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Gulfarium Returns Leatherback To Gulf

A leatherback sea turtle was released back into the Gulf of Mexico on Tuesday, following rehabilitation at  Gulfarium Marine Adventure Park in Fort Walton Beach. The large recently stranded female weighed in at 608 pounds, over 100 pounds heavier than originally estimated.

The turtle underwent a 4-day treatment period under Gularium’s Sea Turtle CARE (Conserve, Act, Rehabilitate, Educate) Program.

The leatherback was first noticed by beachgoer Dianne Masterson last Friday in Pensacola Beach. At that time, it appeared to be struggling in the shallow surf about a mile east of Portofino Towers. The Florida Fish and Wildlife Conservation Commission responded and determined that rescue and treatment was necessary.

After completing a series of diagnostic tests, the CARE team developed a treatment plan that included antibiotic, fluid, and laser therapies.

"Despite tests that revealed mild complications stemming from an old boat strike injury, within days the turtle demonstrated all of the skills necessary for release, such as diving and spatial awareness, and in consult with FWC and the National Oceanic and Atmospheric Administration (NOAA), the turtle was cleared for release," said Gulfarium staff veterinarian, Dr. Rebecca Wells.

By chance, her timing coincided with the presence of a NOAA research team studying populations of leatherbacks in the panhandle. On Tuesday the turtle was loaded onto the team's 41-foot research vessel at the U.S. Coast Guard Station in Destin and was released 20 miles off the coast of Pensacola in an area where other leatherbacks had recently been seen foraging on jellyfish.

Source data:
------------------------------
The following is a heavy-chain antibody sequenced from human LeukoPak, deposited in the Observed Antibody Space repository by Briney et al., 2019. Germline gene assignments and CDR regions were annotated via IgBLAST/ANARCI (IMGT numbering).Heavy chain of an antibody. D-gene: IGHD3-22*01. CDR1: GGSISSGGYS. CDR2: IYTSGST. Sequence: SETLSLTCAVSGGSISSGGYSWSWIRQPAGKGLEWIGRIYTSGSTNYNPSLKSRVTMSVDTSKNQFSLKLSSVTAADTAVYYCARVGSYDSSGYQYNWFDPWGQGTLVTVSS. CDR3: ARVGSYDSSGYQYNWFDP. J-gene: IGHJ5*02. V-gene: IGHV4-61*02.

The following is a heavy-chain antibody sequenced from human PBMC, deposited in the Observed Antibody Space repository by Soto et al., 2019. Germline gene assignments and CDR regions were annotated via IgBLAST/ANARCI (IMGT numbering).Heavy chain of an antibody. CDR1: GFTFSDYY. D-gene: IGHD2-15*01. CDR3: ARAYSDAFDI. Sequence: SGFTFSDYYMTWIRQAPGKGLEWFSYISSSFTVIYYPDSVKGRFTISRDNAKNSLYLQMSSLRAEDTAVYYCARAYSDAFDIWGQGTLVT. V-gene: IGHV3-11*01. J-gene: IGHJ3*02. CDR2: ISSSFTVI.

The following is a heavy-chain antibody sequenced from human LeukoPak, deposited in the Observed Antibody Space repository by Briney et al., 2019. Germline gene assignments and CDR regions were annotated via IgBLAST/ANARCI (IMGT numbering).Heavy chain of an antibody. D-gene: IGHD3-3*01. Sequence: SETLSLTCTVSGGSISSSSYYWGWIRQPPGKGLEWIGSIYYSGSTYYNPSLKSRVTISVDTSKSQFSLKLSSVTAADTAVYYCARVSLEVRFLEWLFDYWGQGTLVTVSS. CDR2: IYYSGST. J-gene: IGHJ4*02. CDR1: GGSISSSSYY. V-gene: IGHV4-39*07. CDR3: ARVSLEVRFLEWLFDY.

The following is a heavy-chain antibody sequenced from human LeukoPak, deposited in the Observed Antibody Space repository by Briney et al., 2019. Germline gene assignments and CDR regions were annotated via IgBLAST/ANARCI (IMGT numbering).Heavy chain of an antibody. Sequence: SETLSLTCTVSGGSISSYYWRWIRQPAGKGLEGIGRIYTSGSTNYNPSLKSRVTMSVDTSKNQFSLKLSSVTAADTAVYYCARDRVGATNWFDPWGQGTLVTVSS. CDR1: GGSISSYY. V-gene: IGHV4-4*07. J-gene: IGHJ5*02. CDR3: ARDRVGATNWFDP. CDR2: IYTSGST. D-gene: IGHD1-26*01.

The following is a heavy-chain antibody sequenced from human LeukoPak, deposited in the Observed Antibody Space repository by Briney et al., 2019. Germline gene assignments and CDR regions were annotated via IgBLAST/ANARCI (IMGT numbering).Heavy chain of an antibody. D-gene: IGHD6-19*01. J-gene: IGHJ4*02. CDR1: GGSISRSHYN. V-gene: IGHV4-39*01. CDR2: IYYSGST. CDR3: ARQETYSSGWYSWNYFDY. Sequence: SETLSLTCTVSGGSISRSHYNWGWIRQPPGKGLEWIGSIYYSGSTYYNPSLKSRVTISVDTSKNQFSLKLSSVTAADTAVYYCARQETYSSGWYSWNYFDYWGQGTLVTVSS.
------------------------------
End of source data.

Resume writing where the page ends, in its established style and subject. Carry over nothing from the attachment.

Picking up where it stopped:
"We are happy to be a part of such a joyous occasion and team up with the Gulfarium to return this leatherback to the Gulf of Mexico," said NOAA's Research Fisheries Biologist Christopher Sasso. "Upon release the turtle took a dive underwater, resurfacing for a few breaths shortly thereafter."

The NOAA crew has been out since Saturday, locating leatherback sea turtles in local gulf waters. Each turtle is measured and equipped with satellite tags to track long term movement and collect data on dive patterns and water temperatures.

According to Sasso, this is the first directed research on leatherbacks.

"Very little is known about them including whether they are here all year long or just short term, and if it's the latter, which direction they are traveling from,” he said. “We hope to answer some of those questions and obtain accurate information on these endangered animals."

Video links:
 
https://youtu.be/hywB2J4T-sM" target="_blank">Release of the leatherback from NOAA vessel.  
 
https://youtu.be/Nj5JW-azn28" target="_blank">Leatherback in front loader during beach rescue.  
 
https://youtu.be/ZguOC-t4Rqo" target="_blank">Initial stranding in Pensacola Beach.